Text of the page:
School councillors/MPs from all five Trust schools had the opportunity to meet virtually with our local MP – Kate Osamor – on Friday 21st May. It was a wonderful experience for our students to listen to, and question, the former Shadow Secretary of State for International Development.
Ms Osamor began the meeting by explaining what her role as MP involved. She talked to the students about making representation for people who cannot speak publicly on their own behalf: that it was her job to speak up for the community. She also explained how challenging it could be as a member of the opposition party and not a member of the governing party (Conservative).
After a short introduction, Kate opened the floor to questions from the students. Questions were varied and inciteful. The students were interested to find out about the successes and challenges she had faced as an MP and black woman in the public eye. She explained that – although she has the platform to speak up – as she is not a member of the governing party, it is hard to make the big differences and changes she would like. She also said that the number of children and families living in poverty in Edmonton continues to challenge and affect her and that this is something she would like to make a greater impact on. The question of why primary students after Year 1 have to pay for their school lunches was raised and Kate said it was something she would be interested to challenge the Conservative party about.
With regards to her successes, Kate explained that becoming an MP – the first female MP in the area – was an achievement in itself. The job is a challenge and she has had to be confident, outspoken and resilient to make a difference. She is pleased she has been able to make the role of MP more well-known within the community. She also said that the actions of her party to support the community during the Covid-19 pandemic had made her proud: people were out, making sure the community was safe and had what they needed to survive in lockdown; making a difference to local people’s lives. With other MPs, from other parties, she has encouraged discussion about – and support for – families who come from other countries and are not given the rights to access money in this country and hopes that better methods will be found to support those who are economically disadvantaged.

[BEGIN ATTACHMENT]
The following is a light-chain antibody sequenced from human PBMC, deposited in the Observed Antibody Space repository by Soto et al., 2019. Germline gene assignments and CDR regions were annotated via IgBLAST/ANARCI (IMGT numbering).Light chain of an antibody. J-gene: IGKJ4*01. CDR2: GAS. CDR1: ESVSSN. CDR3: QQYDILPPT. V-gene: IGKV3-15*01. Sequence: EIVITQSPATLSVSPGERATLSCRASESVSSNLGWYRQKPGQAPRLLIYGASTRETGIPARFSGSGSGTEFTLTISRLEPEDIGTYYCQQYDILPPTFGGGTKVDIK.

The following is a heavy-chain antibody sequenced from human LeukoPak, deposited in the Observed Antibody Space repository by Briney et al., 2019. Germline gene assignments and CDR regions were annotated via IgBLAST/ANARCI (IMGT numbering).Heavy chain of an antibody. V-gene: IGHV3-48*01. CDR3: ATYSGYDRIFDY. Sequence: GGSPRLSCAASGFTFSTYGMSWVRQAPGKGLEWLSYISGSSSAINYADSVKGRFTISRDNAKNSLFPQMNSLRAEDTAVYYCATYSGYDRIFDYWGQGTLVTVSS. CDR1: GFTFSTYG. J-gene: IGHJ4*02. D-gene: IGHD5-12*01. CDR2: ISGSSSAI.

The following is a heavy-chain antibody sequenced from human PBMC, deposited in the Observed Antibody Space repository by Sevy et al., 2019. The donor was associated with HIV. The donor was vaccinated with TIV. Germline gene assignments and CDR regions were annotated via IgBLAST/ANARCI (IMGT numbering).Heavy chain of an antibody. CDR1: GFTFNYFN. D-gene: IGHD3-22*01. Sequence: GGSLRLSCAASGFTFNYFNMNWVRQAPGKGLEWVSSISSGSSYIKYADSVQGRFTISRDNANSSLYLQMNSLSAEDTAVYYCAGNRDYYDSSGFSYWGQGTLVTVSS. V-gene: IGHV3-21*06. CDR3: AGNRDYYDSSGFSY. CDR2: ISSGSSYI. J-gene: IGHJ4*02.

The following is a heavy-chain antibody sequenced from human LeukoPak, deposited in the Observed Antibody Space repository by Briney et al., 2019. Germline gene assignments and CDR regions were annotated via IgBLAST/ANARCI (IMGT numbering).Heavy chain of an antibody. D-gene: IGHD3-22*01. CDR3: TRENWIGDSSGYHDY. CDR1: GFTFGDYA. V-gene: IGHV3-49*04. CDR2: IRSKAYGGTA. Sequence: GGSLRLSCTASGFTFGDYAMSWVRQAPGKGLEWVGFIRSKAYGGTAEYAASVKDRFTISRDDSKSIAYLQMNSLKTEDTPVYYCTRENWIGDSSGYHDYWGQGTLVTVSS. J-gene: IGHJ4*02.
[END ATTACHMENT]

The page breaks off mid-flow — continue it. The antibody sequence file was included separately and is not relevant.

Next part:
The students went on to quiz Kate about her stance on Greta Thunberg, climate change and sustainability and were interested to hear that she believes not enough is being done at a quick enough rate by the government. She encouraged the students to stand up and speak out about their own beliefs – that Greta cannot make the changes all by herself, she needs the support of their generation to make a greater impact. She encouraged the staff to educate students about children in other countries and how they are tackling climate change.
Throughout the meeting, Kate encouraged the students to be political. Politics is not boring and for old white men in suits. Politics is about what you believe and feel strongly about, and what you should stand up for. The world needs the younger generation to be forward thinking and find solutions to the problems that we all face (that adults have caused and failed to resolve). She encouraged the students to contact her if they felt something in their local area – or London as a whole – was unfair.
It was a very interesting meeting and there is no doubt all our students were inspired, by Kate’s honesty and encouragement, to act and be vocal about what they believe in.